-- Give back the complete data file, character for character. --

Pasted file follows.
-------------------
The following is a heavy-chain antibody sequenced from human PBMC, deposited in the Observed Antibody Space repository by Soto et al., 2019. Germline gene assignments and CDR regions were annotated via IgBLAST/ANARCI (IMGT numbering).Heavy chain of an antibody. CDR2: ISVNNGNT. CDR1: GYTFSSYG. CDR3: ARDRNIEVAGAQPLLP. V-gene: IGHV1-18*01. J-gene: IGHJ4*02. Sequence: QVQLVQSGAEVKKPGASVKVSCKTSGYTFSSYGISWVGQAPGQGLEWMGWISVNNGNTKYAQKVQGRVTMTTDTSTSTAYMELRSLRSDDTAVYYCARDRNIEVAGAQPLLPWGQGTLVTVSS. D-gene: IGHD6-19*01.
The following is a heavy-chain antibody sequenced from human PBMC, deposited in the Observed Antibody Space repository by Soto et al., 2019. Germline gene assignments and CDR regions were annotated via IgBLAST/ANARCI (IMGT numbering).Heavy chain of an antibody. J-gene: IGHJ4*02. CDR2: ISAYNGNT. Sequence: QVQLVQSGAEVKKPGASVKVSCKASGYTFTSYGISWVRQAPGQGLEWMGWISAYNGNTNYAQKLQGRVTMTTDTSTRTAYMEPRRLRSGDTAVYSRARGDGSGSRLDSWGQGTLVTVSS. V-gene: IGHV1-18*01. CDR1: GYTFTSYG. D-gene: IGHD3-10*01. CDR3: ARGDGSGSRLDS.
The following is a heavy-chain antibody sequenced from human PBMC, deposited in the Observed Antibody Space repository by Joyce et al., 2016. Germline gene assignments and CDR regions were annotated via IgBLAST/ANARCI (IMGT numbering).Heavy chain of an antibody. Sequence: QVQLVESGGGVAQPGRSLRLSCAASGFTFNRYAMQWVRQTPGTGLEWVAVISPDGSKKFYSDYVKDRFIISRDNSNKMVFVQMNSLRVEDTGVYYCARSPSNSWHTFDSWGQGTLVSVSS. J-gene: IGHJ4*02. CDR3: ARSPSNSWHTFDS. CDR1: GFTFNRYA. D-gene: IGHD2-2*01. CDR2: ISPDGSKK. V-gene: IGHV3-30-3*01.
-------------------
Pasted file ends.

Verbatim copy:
The following is a heavy-chain antibody sequenced from human PBMC, deposited in the Observed Antibody Space repository by Soto et al., 2019. Germline gene assignments and CDR regions were annotated via IgBLAST/ANARCI (IMGT numbering).Heavy chain of an antibody. CDR2: ISVNNGNT. CDR1: GYTFSSYG. CDR3: ARDRNIEVAGAQPLLP. V-gene: IGHV1-18*01. J-gene: IGHJ4*02. Sequence: QVQLVQSGAEVKKPGASVKVSCKTSGYTFSSYGISWVGQAPGQGLEWMGWISVNNGNTKYAQKVQGRVTMTTDTSTSTAYMELRSLRSDDTAVYYCARDRNIEVAGAQPLLPWGQGTLVTVSS. D-gene: IGHD6-19*01.
The following is a heavy-chain antibody sequenced from human PBMC, deposited in the Observed Antibody Space repository by Soto et al., 2019. Germline gene assignments and CDR regions were annotated via IgBLAST/ANARCI (IMGT numbering).Heavy chain of an antibody. J-gene: IGHJ4*02. CDR2: ISAYNGNT. Sequence: QVQLVQSGAEVKKPGASVKVSCKASGYTFTSYGISWVRQAPGQGLEWMGWISAYNGNTNYAQKLQGRVTMTTDTSTRTAYMEPRRLRSGDTAVYSRARGDGSGSRLDSWGQGTLVTVSS. V-gene: IGHV1-18*01. CDR1: GYTFTSYG. D-gene: IGHD3-10*01. CDR3: ARGDGSGSRLDS.
The following is a heavy-chain antibody sequenced from human PBMC, deposited in the Observed Antibody Space repository by Joyce et al., 2016. Germline gene assignments and CDR regions were annotated via IgBLAST/ANARCI (IMGT numbering).Heavy chain of an antibody. Sequence: QVQLVESGGGVAQPGRSLRLSCAASGFTFNRYAMQWVRQTPGTGLEWVAVISPDGSKKFYSDYVKDRFIISRDNSNKMVFVQMNSLRVEDTGVYYCARSPSNSWHTFDSWGQGTLVSVSS. J-gene: IGHJ4*02. CDR3: ARSPSNSWHTFDS. CDR1: GFTFNRYA. D-gene: IGHD2-2*01. CDR2: ISPDGSKK. V-gene: IGHV3-30-3*01.